Selfcare is the deliberate way in which we take the time to take care of our mental, emotional and physical health. Selfcare is completely individual and changes with each person. One person’s needs differ from another’s, selfcare is completely individual to you.
Selfcare reduces stress, improves emotional stability and promotes good sleep patterns.
It supports us during times of loss and change.
It helps us to heal and recover from challenging times.
It prevents burnout, which leads to a feeling of both physical and emotional exhaustion.
Feeling like you are being selfish by taking time for yourself.
Not setting out a specific time or day for your selfcare routine.
Believing that others needs are more important than yours.
Not developing a routine around your selfcare can sometimes mean it gets moved or forgotten about.
Sleep is extremely important to your overall health and well-being. Think about your night time routine and how you could change it to encourage a better night’s sleep.
Maintain a routine, try to go to bed and wake up at the same time each day.
Caffeine will keep you awake so should be avoided a few hours before you go to bed.
Avoid eating before going to bed.
Create an environment which promotes a good sleep, a dark room that is quiet and slightly cool.
Avoiding screens an hour before you go to bed.
Healthy eating is a great way to practice more selfcare. Eating more fruit and vegetables in your diet will increase your vitamin and mineral intake and reduce your sugar and starchy snack intake.
Cooking can be very therapeutic and not only increases your interest in food, and independent living skills, but can also provides you with the opportunity to practice some selfcare. Listen to your favourite music or a podcast while cooking and it can make the experience all that more enjoyable.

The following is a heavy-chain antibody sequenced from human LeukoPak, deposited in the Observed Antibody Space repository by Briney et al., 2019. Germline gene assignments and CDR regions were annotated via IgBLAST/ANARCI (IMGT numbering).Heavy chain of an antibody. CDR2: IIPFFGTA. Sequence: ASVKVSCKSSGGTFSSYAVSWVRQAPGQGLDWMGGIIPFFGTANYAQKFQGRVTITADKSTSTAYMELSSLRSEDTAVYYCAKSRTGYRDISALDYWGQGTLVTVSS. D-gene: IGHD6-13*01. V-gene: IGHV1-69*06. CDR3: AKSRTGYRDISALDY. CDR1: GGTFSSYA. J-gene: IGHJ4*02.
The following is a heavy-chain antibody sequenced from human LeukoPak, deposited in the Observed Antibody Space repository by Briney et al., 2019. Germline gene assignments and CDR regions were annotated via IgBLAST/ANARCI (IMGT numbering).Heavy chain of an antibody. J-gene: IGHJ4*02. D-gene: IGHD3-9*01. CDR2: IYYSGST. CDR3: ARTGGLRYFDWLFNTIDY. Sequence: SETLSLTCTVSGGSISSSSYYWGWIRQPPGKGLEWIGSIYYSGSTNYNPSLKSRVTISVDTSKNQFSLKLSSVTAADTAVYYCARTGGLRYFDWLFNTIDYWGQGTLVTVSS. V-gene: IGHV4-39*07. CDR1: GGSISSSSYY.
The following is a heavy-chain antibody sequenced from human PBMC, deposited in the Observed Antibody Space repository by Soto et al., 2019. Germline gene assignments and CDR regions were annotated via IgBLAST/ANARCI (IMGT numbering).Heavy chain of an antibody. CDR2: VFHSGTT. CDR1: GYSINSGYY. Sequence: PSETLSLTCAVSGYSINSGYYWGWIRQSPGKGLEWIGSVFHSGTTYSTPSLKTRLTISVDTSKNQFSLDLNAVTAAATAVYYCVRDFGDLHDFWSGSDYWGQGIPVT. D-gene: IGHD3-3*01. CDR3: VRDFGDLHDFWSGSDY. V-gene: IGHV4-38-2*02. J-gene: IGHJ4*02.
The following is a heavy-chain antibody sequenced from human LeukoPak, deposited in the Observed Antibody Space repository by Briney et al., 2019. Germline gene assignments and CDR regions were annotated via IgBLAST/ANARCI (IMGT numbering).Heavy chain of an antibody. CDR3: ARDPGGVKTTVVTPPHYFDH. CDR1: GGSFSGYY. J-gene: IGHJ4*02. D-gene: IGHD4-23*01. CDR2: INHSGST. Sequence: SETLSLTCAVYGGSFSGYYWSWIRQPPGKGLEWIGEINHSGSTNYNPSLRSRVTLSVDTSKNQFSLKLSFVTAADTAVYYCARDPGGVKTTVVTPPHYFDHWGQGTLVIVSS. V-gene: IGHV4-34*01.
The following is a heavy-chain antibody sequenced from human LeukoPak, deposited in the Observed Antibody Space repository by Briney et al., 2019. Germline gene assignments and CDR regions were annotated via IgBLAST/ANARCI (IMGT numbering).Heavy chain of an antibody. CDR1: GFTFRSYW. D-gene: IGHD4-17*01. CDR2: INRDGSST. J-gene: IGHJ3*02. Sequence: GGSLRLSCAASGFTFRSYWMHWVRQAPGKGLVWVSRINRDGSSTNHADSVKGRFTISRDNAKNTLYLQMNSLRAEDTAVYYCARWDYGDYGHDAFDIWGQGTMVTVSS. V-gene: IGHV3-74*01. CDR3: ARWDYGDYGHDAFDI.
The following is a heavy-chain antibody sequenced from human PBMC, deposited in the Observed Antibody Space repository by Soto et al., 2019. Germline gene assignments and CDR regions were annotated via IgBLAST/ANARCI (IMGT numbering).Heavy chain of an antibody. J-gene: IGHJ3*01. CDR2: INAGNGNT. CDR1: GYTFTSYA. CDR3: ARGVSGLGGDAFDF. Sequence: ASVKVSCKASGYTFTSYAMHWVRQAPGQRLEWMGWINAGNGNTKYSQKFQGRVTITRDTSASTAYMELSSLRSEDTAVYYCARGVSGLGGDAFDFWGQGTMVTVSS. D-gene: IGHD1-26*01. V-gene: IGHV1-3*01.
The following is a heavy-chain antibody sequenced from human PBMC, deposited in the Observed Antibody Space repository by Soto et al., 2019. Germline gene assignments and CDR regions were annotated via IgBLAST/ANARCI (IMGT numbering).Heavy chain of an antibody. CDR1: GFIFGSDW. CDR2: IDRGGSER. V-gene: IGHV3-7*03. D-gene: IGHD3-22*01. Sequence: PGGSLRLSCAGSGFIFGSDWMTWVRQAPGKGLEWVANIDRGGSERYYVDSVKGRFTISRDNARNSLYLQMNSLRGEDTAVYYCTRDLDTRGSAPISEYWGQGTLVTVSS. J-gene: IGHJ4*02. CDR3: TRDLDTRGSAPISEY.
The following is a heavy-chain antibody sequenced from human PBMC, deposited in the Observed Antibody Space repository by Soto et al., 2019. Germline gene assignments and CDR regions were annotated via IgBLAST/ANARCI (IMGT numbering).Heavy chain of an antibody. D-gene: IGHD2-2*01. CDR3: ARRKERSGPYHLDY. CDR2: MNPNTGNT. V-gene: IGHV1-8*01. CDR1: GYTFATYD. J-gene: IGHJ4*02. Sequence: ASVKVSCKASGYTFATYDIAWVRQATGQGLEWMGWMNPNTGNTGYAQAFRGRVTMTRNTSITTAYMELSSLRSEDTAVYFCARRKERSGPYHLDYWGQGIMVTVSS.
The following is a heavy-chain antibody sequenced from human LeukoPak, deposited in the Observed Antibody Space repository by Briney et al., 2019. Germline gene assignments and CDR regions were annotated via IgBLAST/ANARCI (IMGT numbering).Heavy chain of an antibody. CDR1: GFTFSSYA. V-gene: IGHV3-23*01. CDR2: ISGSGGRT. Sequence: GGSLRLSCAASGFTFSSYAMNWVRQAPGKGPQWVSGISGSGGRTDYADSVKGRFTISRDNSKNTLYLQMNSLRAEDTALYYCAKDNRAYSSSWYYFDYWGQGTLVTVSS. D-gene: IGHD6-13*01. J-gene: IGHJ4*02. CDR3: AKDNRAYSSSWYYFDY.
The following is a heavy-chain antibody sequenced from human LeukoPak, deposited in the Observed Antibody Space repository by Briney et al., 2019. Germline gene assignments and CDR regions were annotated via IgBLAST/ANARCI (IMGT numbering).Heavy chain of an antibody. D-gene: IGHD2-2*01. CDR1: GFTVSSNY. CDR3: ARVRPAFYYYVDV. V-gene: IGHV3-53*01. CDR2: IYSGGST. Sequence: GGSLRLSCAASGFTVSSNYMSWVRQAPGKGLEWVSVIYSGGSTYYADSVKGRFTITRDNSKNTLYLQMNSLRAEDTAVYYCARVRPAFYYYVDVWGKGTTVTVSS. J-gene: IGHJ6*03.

Cooking also provides the opportunity to spend some time with friends or family.
Exercise improves your mood, reduces your anxiety and stress levels and improves your physical health. The HSE recommend 30 minutes of moderate exercise 5 days a week. This could be walking at a brisk pace, gardening, swimming or cycling.
Sometimes saying no to those around us can protect us from burning out. If you are stressed or anxious, it is important to take time out to recover and recuperate. Some people may feel obligated to say yes to every invitation but protecting yourself is also very important.
Saying no sometimes is a good way to introduce more selfcare.
Postnatal depression affects women after childbirth. This can be due to physical and hormonal changes in the body and the stress of the experience. Additionally, the added stress and responsibility of caring for a new born can increase stress levels and result in postnatal depression.
Nature is a great stress reliever. Fatigue, stress and anxiety can be reduced by going outside. It can also help improve your sleep.
Being around animals and pets can be very beneficial. They can help reduce anxiety and stress levels. If you do not have your own pets, maybe volunteering in an animal sanctuary is something which could interest you and they are always looking for volunteers to help.
Take some time away from your tv and phone to read. Maybe you have a long bus journey, bring a book and read during your commute.
Getting organised means that you will be able to practice selfcare.
Make a new routine for yourself, set aside a time in your day for selfcare and stick to it.
Bringing your dog on a walk after dinner, having your lunch in the garden, or listening to your favourite podcast in the morning are all examples of small pockets of selfcare you can fit in to your day.
Make a selfcare plan for 2 weeks and see how you feel afterwards.
Introducing something new can take a while to become part of your normal routine. After the 2 weeks you can reassess what you would like to focus on, for example, more time outside or more time with friends.